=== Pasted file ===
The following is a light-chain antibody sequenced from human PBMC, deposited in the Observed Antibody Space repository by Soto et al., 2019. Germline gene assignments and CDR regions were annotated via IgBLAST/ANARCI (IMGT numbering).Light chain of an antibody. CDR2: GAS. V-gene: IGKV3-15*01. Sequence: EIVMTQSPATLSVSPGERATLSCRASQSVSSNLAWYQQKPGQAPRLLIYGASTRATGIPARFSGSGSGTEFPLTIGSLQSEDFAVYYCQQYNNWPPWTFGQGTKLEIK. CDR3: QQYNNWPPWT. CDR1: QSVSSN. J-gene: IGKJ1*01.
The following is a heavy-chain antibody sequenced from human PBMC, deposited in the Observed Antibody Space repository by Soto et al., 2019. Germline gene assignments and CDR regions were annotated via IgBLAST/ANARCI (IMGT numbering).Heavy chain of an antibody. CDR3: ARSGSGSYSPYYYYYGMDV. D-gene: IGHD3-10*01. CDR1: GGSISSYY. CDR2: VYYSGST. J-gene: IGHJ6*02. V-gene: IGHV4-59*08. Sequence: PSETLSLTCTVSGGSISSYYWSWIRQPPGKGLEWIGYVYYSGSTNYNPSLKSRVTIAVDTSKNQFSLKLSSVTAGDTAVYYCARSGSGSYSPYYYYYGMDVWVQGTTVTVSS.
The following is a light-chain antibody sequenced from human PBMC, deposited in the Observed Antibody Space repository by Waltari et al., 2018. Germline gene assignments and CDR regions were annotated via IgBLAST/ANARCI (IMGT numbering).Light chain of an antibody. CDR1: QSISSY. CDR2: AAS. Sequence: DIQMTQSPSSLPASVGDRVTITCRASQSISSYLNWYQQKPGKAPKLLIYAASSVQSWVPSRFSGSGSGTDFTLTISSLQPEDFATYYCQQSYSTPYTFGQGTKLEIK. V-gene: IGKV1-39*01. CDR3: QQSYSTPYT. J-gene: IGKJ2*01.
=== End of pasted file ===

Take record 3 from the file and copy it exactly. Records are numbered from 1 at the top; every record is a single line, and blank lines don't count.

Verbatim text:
The following is a light-chain antibody sequenced from human PBMC, deposited in the Observed Antibody Space repository by Waltari et al., 2018. Germline gene assignments and CDR regions were annotated via IgBLAST/ANARCI (IMGT numbering).Light chain of an antibody. CDR1: QSISSY. CDR2: AAS. Sequence: DIQMTQSPSSLPASVGDRVTITCRASQSISSYLNWYQQKPGKAPKLLIYAASSVQSWVPSRFSGSGSGTDFTLTISSLQPEDFATYYCQQSYSTPYTFGQGTKLEIK. V-gene: IGKV1-39*01. CDR3: QQSYSTPYT. J-gene: IGKJ2*01.